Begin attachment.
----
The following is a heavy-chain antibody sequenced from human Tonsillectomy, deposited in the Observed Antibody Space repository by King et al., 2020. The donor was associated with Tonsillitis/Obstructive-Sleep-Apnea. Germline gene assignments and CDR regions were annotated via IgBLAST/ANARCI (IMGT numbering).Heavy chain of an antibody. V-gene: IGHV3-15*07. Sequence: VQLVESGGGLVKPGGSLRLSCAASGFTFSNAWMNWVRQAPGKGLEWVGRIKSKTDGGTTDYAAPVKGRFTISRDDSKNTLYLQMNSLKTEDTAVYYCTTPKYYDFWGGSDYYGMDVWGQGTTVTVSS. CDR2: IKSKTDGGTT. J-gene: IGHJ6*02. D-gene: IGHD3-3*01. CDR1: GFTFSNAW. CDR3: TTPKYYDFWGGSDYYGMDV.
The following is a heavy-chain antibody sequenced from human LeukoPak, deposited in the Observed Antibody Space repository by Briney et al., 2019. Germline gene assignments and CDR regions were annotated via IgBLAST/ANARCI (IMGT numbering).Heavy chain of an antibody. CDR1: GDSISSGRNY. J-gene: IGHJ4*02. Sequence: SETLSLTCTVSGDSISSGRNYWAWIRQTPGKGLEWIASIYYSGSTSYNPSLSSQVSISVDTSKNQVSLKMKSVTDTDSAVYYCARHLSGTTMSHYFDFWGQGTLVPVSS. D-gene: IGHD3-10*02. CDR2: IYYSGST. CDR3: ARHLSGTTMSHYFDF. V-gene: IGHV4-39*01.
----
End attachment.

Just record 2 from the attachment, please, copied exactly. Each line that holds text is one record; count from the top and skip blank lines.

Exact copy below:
The following is a heavy-chain antibody sequenced from human LeukoPak, deposited in the Observed Antibody Space repository by Briney et al., 2019. Germline gene assignments and CDR regions were annotated via IgBLAST/ANARCI (IMGT numbering).Heavy chain of an antibody. CDR1: GDSISSGRNY. J-gene: IGHJ4*02. Sequence: SETLSLTCTVSGDSISSGRNYWAWIRQTPGKGLEWIASIYYSGSTSYNPSLSSQVSISVDTSKNQVSLKMKSVTDTDSAVYYCARHLSGTTMSHYFDFWGQGTLVPVSS. D-gene: IGHD3-10*02. CDR2: IYYSGST. CDR3: ARHLSGTTMSHYFDF. V-gene: IGHV4-39*01.